2013 Monument Ave. 10k

After two consecutive years of big PRs at this race, I fell off this time around to finish in 41:18 – 55 seconds off my best time. But, unlike the past two years, I have been focused on ultrarunning in 2013 and have done no significant speed work since returning from my injuries last fall. The majority of my mileage has been the slow and steady variety, aimed at increasing my ability to run longer distances.

I looked at this race as an opportunity to discover how the slow training would manifest itself during a faster race; to see if, in fact, the aerobic development would also make it easier to run faster. I have to say I am pleased with the results – to be able to run this time with minimal speed work in the past year and directly on the heels of some big training weeks, including a 20-mile trail run just 6 days before this race, shows that I’m still within striking distance of the ever-elusive sub-40 if I were to focus myself on the necessary training.

I didn’t have a solid time goal for this race other than to re-qualify myself for the A-wave in next year’s race by running a time of 41:59 or faster. Judging from recent workouts, I thought a 6:40 pace – or 41:30 overall – was a likely outcome. However, qualification times for this race are good for two years, so it wasn’t imperative to qualify this year since I could still use last year’s race for the 2014 event. It was just something that I could aim for.

This race, as always, was a fun one. Although as a runner in the first wave who is focused on running as hard as I can, it can be tough to really soak up the external atmosphere that makes this race what it is. I don’t see the spectators’ funny signs, the people running in costume are far behind me, and I only get to hear about 8 seconds of music from each band I pass along the way.

This was only the second time I’ve run this race with a Garmin, but it was interesting to compare this year’s splits with those from 2012. Although I was 9 seconds per mile off last year’s pace (6:38 this year vs. 6:29 last year), each mile of my race rose and fell in the same way both years.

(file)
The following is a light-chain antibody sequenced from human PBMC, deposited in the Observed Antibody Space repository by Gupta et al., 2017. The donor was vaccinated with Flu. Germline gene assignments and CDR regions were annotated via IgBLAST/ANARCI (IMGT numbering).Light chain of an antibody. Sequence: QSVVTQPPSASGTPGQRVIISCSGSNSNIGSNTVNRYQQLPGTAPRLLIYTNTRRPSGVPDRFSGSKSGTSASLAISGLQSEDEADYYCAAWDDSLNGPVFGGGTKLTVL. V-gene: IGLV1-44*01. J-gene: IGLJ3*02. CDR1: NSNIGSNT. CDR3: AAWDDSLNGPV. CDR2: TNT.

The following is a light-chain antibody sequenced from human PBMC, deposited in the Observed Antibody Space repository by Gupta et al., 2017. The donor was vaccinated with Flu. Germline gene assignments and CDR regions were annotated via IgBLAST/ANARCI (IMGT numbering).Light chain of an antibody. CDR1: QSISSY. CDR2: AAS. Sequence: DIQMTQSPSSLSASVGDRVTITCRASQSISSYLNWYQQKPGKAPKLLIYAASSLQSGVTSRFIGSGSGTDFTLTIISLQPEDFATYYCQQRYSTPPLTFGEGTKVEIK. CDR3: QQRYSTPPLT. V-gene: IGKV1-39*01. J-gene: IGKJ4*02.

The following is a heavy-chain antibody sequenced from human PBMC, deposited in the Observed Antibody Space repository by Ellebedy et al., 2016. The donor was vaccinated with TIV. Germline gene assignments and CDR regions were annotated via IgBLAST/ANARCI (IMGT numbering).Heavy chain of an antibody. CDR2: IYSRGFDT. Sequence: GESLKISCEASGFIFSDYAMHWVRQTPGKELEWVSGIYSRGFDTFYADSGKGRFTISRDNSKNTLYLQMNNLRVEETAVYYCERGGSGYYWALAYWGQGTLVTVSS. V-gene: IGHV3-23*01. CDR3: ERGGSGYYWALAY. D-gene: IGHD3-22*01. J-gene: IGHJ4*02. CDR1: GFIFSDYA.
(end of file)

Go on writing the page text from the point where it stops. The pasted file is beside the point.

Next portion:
This year I opened with a 6:29, which felt incredibly easy as I was sucked along with the crowd. I briefly flirted with the outlandish possibility of running sub-40, but that thought was quickly dashed with a 6:41 second mile. I didn’t feel like my effort had decreased, and yet there I was. The third mile was, like last year, the slowest of the day, coming in at 6:48. I was definitely working hard but still felt strong. My 5k split was 20:49, and I realized that I could pretty easily hit my goal of sub-42 since I had plenty left in the tank.

However, I think this is where the ultra training started to rear its head. Although I felt strong and had plenty of energy, I didn’t have those extra gears of speed to tap when I reached the later miles. Mile 4 – generously sloping downhill, passed in 6:35, and then I was back up to 6:45 for the slightly hillier fifth mile.

In the biggest departure from last year, I could only muster a 6:30 for mile 6 – a downhill mile that I covered in 6:13 last year. Again, I felt relatively strong, but my effort wasn’t translating into faster speeds. The last 0.2 kick was at a 6:13 pace – not even close to last year’s 5:45 effort.

But that’s OK. I’m a different runner this year and I embrace the training path that I’ve chosen. That’s the wonderfully liberating thing about running – it can be whatever you want it to be, whatever fits your life at the moment and provides the fulfillment you need. And, even so, it’s still rewarding to knock out a 41-minute 10k when just a few years ago I was over the moon with a 45-minute performance.

Now it’s on to the real test of all this ultra training – the Promise Land 50k in just two weeks!

Stats: 345/32,226 overall; 41/1,433 men 35-39

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